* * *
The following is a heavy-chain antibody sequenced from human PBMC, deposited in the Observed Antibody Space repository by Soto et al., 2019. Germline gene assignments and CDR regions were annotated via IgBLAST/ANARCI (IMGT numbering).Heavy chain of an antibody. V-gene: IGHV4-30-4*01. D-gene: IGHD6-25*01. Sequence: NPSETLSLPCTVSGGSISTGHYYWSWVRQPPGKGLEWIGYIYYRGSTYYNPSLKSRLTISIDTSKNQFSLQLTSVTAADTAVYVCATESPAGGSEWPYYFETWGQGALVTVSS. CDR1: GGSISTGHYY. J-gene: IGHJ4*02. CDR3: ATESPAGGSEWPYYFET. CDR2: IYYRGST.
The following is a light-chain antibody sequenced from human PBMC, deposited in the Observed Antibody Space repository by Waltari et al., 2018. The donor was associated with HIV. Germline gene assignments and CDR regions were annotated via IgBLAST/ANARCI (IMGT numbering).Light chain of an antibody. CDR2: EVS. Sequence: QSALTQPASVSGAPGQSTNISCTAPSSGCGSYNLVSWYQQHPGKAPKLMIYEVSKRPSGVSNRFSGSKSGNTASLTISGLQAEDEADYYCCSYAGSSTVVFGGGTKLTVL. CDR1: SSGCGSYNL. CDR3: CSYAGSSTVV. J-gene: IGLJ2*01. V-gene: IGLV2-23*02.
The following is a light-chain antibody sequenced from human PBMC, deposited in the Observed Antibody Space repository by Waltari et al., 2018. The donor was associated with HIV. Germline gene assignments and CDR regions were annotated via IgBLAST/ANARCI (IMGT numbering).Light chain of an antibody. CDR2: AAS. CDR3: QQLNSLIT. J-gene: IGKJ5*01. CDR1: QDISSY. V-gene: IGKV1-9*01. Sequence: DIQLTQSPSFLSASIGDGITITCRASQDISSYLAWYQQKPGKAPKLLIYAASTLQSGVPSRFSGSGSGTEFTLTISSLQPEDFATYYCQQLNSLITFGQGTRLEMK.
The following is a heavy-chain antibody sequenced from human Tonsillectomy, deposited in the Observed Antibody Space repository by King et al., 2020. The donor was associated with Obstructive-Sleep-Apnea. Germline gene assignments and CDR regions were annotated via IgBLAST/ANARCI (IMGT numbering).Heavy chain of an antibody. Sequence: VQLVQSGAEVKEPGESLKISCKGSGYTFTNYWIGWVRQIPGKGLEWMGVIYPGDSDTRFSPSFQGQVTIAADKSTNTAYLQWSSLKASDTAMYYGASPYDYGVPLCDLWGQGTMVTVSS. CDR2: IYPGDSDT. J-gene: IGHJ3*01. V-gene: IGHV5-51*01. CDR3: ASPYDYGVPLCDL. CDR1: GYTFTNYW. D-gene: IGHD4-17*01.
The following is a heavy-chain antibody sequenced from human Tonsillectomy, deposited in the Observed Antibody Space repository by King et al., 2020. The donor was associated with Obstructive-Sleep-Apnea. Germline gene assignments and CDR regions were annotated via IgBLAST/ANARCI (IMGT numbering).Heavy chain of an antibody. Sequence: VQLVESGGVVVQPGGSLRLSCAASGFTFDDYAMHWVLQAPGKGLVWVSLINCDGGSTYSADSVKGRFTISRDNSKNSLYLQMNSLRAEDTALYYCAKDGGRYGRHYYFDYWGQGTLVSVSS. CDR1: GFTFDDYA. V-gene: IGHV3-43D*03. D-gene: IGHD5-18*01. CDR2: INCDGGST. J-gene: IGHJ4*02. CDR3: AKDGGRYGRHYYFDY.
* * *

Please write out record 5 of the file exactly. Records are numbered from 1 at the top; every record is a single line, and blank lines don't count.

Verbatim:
The following is a heavy-chain antibody sequenced from human Tonsillectomy, deposited in the Observed Antibody Space repository by King et al., 2020. The donor was associated with Obstructive-Sleep-Apnea. Germline gene assignments and CDR regions were annotated via IgBLAST/ANARCI (IMGT numbering).Heavy chain of an antibody. Sequence: VQLVESGGVVVQPGGSLRLSCAASGFTFDDYAMHWVLQAPGKGLVWVSLINCDGGSTYSADSVKGRFTISRDNSKNSLYLQMNSLRAEDTALYYCAKDGGRYGRHYYFDYWGQGTLVSVSS. CDR1: GFTFDDYA. V-gene: IGHV3-43D*03. D-gene: IGHD5-18*01. CDR2: INCDGGST. J-gene: IGHJ4*02. CDR3: AKDGGRYGRHYYFDY.